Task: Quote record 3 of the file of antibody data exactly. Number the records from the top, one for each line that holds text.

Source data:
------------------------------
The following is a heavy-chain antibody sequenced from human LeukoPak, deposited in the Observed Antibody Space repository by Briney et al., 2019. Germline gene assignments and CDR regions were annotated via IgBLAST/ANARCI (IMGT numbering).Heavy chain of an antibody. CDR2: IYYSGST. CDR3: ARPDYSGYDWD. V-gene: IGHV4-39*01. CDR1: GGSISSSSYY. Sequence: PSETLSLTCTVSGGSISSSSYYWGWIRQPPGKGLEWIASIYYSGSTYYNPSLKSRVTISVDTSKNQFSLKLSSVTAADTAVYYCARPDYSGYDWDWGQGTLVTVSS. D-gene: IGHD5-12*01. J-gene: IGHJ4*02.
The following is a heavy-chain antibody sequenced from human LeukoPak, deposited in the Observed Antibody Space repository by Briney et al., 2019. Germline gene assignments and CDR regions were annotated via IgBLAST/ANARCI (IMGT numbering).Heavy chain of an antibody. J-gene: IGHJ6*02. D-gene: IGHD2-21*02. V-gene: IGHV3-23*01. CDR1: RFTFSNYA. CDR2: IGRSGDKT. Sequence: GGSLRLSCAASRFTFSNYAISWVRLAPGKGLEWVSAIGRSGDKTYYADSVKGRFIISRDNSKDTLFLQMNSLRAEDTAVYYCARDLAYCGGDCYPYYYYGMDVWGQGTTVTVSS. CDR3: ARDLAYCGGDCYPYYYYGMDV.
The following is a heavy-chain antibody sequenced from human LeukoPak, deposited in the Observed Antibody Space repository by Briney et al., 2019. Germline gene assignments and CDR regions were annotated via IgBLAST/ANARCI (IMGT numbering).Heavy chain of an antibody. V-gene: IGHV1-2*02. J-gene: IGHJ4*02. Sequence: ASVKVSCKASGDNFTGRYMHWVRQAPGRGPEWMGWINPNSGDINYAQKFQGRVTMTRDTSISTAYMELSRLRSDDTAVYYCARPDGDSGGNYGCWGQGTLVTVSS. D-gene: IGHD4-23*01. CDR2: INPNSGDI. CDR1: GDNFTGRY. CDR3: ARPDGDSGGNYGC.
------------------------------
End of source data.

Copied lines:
The following is a heavy-chain antibody sequenced from human LeukoPak, deposited in the Observed Antibody Space repository by Briney et al., 2019. Germline gene assignments and CDR regions were annotated via IgBLAST/ANARCI (IMGT numbering).Heavy chain of an antibody. V-gene: IGHV1-2*02. J-gene: IGHJ4*02. Sequence: ASVKVSCKASGDNFTGRYMHWVRQAPGRGPEWMGWINPNSGDINYAQKFQGRVTMTRDTSISTAYMELSRLRSDDTAVYYCARPDGDSGGNYGCWGQGTLVTVSS. D-gene: IGHD4-23*01. CDR2: INPNSGDI. CDR1: GDNFTGRY. CDR3: ARPDGDSGGNYGC.